PUBS IN Birmingham’s Irish quarter have rejected a scheme requiring drinkers to take a breathalyser test before entering their favourite watering hole.
A selection of family run pubs based in the Digbeth area claim the new scheme – a joint effort by West Midlands Police and Birmingham City Council to tackle alcohol related violence in the city – would not make sense for their venues or their regulars.
“Introducing breathalysers in Digbeth would make no sense as you can’t reduce zero violence by any percentage, it just isn’t happening here,” said publican John Tighe, who is Chairman of the Digbeth and Highgate Pubwatch Association.
“These are well-run family pubs, working class boozers which don’t even have door security, so no the implementation of this scheme is just not going to happen here.”
The new breathalysed-on-entry initiative, which launched across Birmingham this month, is intended to tackle so called ‘pre-loading’ and alcohol related violence in pubs across the city.
Central Birmingham Police Sergeant Dave Francis said: “In recent years we’ve seen an explosion in pre-loading culture, people coming into the city already drunk and even getting out of taxis holding bottles of wine and vodka and downing them before going into clubs.”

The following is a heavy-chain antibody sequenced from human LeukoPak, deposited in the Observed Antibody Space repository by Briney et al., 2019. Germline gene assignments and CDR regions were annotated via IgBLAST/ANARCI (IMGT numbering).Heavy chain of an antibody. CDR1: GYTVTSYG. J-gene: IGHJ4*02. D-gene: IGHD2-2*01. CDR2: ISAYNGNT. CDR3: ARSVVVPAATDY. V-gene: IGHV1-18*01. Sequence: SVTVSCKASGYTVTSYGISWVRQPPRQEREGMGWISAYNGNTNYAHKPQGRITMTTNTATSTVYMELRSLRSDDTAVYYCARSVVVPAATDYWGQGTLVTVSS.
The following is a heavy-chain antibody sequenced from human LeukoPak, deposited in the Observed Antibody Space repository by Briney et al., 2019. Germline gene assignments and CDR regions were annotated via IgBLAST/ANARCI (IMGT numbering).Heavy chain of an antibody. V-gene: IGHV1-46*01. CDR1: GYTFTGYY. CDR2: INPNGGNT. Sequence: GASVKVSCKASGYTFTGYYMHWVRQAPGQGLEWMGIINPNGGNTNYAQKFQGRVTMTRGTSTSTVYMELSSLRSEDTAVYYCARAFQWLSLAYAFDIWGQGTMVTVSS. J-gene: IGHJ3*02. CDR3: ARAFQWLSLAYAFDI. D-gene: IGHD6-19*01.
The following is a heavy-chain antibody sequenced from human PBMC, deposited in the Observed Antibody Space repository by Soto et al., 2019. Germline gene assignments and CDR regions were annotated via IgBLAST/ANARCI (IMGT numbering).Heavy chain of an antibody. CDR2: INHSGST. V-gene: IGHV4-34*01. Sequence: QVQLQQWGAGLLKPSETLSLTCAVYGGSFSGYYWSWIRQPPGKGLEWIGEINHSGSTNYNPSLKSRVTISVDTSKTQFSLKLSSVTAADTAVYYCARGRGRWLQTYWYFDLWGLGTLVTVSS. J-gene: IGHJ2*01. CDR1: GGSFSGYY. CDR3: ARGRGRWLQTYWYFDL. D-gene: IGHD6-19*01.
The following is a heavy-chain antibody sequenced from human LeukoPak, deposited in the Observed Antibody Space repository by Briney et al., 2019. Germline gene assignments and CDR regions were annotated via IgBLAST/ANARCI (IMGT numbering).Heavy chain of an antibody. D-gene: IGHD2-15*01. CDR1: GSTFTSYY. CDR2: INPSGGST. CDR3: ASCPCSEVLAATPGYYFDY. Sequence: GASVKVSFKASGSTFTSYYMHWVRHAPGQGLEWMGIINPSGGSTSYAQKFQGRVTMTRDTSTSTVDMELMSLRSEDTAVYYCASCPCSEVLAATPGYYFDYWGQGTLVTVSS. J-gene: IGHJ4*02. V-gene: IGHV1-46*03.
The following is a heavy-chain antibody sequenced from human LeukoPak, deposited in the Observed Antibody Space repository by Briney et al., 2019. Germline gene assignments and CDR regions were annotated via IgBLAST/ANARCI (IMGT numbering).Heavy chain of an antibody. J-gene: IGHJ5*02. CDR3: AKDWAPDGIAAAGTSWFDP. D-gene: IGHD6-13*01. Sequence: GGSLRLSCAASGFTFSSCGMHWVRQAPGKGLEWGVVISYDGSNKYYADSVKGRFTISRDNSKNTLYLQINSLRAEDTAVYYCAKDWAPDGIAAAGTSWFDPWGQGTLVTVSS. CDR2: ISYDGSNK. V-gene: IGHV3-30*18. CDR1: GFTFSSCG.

He added: “The breathalysed-on-entry scheme is designed to reduce alcohol-related crime and disorder in our nightlife centres. A similar project was trialled in Norfolk last year and was found to reduce the number of disorders at venues by around a third.”
More than 40 venues, largely based around the Broad Street area of the city, have already agreed to implement the scheme – which will see their door staff armed with an Alco-Blow detector that picks out people who may already be drunk.
The devices, which have been funded by the council’s Night Time Economy Steering Group, will flag up anyone who has consumed more than twice the legal drink drive limit as they try to enter the pub.
“This is solely a matter for the big pubs and clubs in the city centre, such as those on Broad Street as far as I am concerned,” said Mr Tighe, who has been the landlord at The Spotted Dog pub in Digbeth for the last 30 years.
“But it’s a rather bizarre scheme as they have decided to set the breathalyser at twice the drink drive limit – which is about three pints or so,” he added.
“So when CAMRA [The Campaign for Real Ale] members go out in groups to have a half pint in a number of pubs they’d get turned away at some under this new scheme. It’s just bizarre and it’s not something that applies to any properly run pub. It’s a scheme for pubs with issues.”
West Midlands Police have confirmed that pubs which do opt in to the breathalyse-on-entry scheme are not told how many people to test, who to test or whether to refuse entry to anyone that ‘blows over’.
But venues will be required to complete a log for each test, noting the time, age and gender of person, the reading and whether the person was allowed entry or not.
The information will be used to “build a picture of the types of people drinking to excess and can be used to form new policing strategies that could help further reduce alcohol-related anti-social behaviour and crime” they added.